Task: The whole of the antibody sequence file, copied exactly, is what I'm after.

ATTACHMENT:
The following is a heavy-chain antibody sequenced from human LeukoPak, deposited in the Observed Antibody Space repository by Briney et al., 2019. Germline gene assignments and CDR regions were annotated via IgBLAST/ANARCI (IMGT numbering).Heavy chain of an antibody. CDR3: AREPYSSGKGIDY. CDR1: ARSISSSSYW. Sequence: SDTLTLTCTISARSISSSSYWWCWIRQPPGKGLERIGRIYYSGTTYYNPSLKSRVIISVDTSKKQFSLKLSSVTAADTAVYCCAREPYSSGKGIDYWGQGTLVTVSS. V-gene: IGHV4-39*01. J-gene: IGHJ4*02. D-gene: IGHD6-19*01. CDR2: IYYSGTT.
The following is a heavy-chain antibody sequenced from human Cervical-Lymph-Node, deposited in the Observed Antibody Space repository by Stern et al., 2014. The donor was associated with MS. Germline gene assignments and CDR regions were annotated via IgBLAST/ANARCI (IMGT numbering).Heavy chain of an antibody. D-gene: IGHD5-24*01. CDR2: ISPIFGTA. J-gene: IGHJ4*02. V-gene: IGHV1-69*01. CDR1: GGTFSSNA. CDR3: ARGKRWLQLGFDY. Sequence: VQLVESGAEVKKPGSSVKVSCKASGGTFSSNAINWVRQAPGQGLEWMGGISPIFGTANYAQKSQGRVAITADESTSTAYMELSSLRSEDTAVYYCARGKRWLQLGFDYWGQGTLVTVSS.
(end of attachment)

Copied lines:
The following is a heavy-chain antibody sequenced from human LeukoPak, deposited in the Observed Antibody Space repository by Briney et al., 2019. Germline gene assignments and CDR regions were annotated via IgBLAST/ANARCI (IMGT numbering).Heavy chain of an antibody. CDR3: AREPYSSGKGIDY. CDR1: ARSISSSSYW. Sequence: SDTLTLTCTISARSISSSSYWWCWIRQPPGKGLERIGRIYYSGTTYYNPSLKSRVIISVDTSKKQFSLKLSSVTAADTAVYCCAREPYSSGKGIDYWGQGTLVTVSS. V-gene: IGHV4-39*01. J-gene: IGHJ4*02. D-gene: IGHD6-19*01. CDR2: IYYSGTT.
The following is a heavy-chain antibody sequenced from human Cervical-Lymph-Node, deposited in the Observed Antibody Space repository by Stern et al., 2014. The donor was associated with MS. Germline gene assignments and CDR regions were annotated via IgBLAST/ANARCI (IMGT numbering).Heavy chain of an antibody. D-gene: IGHD5-24*01. CDR2: ISPIFGTA. J-gene: IGHJ4*02. V-gene: IGHV1-69*01. CDR1: GGTFSSNA. CDR3: ARGKRWLQLGFDY. Sequence: VQLVESGAEVKKPGSSVKVSCKASGGTFSSNAINWVRQAPGQGLEWMGGISPIFGTANYAQKSQGRVAITADESTSTAYMELSSLRSEDTAVYYCARGKRWLQLGFDYWGQGTLVTVSS.